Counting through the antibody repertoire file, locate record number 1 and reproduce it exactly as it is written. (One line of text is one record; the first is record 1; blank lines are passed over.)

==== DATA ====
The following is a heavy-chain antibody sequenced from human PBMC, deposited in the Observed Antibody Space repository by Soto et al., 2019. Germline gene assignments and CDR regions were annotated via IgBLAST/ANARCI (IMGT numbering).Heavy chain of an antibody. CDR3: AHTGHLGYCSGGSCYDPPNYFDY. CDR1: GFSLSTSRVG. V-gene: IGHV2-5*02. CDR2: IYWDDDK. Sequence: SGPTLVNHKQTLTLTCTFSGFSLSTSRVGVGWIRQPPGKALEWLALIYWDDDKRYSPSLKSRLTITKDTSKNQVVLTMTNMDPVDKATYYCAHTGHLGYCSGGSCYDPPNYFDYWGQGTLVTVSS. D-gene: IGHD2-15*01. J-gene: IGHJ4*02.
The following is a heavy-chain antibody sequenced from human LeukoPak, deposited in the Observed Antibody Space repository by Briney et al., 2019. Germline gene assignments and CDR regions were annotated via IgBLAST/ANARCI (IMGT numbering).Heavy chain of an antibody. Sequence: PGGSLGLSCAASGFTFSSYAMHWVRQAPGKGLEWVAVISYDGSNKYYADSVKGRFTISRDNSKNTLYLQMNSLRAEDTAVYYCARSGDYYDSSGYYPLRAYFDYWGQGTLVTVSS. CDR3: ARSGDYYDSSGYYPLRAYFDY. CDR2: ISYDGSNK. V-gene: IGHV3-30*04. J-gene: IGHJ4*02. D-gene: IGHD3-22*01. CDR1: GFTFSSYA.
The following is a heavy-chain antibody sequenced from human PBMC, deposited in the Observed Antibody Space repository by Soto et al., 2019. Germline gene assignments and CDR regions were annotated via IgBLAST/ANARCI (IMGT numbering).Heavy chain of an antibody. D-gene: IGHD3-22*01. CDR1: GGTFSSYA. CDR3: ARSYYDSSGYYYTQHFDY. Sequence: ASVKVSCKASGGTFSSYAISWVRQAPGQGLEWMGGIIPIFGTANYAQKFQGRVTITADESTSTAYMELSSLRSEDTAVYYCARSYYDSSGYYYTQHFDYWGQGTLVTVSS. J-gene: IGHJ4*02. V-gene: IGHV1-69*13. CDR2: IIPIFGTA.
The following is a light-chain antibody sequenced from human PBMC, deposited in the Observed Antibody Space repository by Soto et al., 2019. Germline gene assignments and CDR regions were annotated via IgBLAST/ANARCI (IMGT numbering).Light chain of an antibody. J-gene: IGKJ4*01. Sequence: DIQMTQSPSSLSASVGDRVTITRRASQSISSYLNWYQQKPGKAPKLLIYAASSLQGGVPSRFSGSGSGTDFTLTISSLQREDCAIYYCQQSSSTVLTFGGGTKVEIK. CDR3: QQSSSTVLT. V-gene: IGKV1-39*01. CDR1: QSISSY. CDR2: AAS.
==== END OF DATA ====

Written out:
The following is a heavy-chain antibody sequenced from human PBMC, deposited in the Observed Antibody Space repository by Soto et al., 2019. Germline gene assignments and CDR regions were annotated via IgBLAST/ANARCI (IMGT numbering).Heavy chain of an antibody. CDR3: AHTGHLGYCSGGSCYDPPNYFDY. CDR1: GFSLSTSRVG. V-gene: IGHV2-5*02. CDR2: IYWDDDK. Sequence: SGPTLVNHKQTLTLTCTFSGFSLSTSRVGVGWIRQPPGKALEWLALIYWDDDKRYSPSLKSRLTITKDTSKNQVVLTMTNMDPVDKATYYCAHTGHLGYCSGGSCYDPPNYFDYWGQGTLVTVSS. D-gene: IGHD2-15*01. J-gene: IGHJ4*02.